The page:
Drink more water

This will make you feel fuller and help your liver do its job metabolising any sugar you have eaten and crave it less. And because, well water is really good for you.

Reduce the sugar in your tea/coffee

If you reduce this little by little over time, you can cut it out altogether and enjoy the real taste of tea and coffee. Once you do you won't know how you ever thought those sweetened beverages tasted good!

Ditch the sodas

There is so much sugar in sodas it's best to cut them out altogether. And diet sodas are not a replacement. They still feed your sugar craving, disrupt your metabolism and contain chemical sweeteners associated with a host of other health problems.

Eat more protein

Every meal should include a high-quality source of protein, this will keep you fuller for longer and help to avert those crashes/dips in blood sugar that have you reaching for sugary snacks.

Eat good quality dark chocolate instead of milk or white chocolate (in moderation!)

You need less to satisfy your chocolate craving and it will release even more of those feel-good endorphins without spiking your blood sugar. Plus small amounts of dark chocolate (minimum 70%) are actually good for you! (don't you love that?!).

Do some exercise

Moderate exercise releases the same feel good hormones as chocolate, can help to balance your blood sugar and help to work off any extra pounds gained from all the sugar you used to eat! Plus, when you're moving, you're not eating - often we eat because we're bored or need stimulation.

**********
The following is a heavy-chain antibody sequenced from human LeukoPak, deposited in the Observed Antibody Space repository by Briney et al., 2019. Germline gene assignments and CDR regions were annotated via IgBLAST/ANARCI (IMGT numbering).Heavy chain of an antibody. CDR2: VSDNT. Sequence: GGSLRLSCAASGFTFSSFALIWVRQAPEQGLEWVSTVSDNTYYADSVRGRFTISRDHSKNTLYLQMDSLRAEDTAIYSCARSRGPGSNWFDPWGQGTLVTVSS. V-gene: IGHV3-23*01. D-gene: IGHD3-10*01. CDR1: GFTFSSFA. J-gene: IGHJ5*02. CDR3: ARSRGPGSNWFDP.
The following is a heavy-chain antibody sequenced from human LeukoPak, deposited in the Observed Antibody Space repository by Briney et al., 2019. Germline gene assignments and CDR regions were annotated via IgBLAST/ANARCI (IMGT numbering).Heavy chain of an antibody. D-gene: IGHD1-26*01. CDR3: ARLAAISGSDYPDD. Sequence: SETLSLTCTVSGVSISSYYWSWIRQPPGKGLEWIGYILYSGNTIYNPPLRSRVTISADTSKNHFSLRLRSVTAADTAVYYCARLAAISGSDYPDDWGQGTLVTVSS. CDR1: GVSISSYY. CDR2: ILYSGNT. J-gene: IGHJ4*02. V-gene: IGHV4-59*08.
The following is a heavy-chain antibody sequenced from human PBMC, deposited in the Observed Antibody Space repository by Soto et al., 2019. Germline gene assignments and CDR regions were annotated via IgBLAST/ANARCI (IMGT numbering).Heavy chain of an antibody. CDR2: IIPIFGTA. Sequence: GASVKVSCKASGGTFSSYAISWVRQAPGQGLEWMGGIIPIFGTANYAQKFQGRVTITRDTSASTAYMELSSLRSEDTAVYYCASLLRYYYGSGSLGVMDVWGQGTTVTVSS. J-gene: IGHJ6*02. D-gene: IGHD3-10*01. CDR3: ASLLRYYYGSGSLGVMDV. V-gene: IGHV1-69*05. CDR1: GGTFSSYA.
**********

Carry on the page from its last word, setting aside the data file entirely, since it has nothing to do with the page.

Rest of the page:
Get more sleep

Not getting enough sleep is a sure fire way to set yourself up for sugar cravings during the day as you seek to increase your energy levels. Also, not sleeping weakens our willpower to say no to those cravings when they do occur.

Manage your emotions

You know the drill, you've had a bad day, or are feeling particularly stressed, and you reach for the chocolate or ice cream. But you won't find the answers to your problems there.

Instead take the time out to work through what's bothering you. Not always easy but sooner or later you know it has to be done.

Avoid 'low fat'

Basically, anything that claims to be low in fat is usually high in sugar, otherwise it would taste like cardboard! So just avoid anything with low fat on the label (and good fat is good for us anyway).

Avoid 'sugar free'

Equally, sugar free products might sound ideal, but unless they're naturally sweetened (and even that's not as straight-forward as it should be) they probably contain a mixture of artificial sweeteners that maintain your 'sweet tooth' and have a whole host of other detrimental effects on the brain and nervous system. Avoid them wherever you find them.

Source: huffingtonpost.co.uk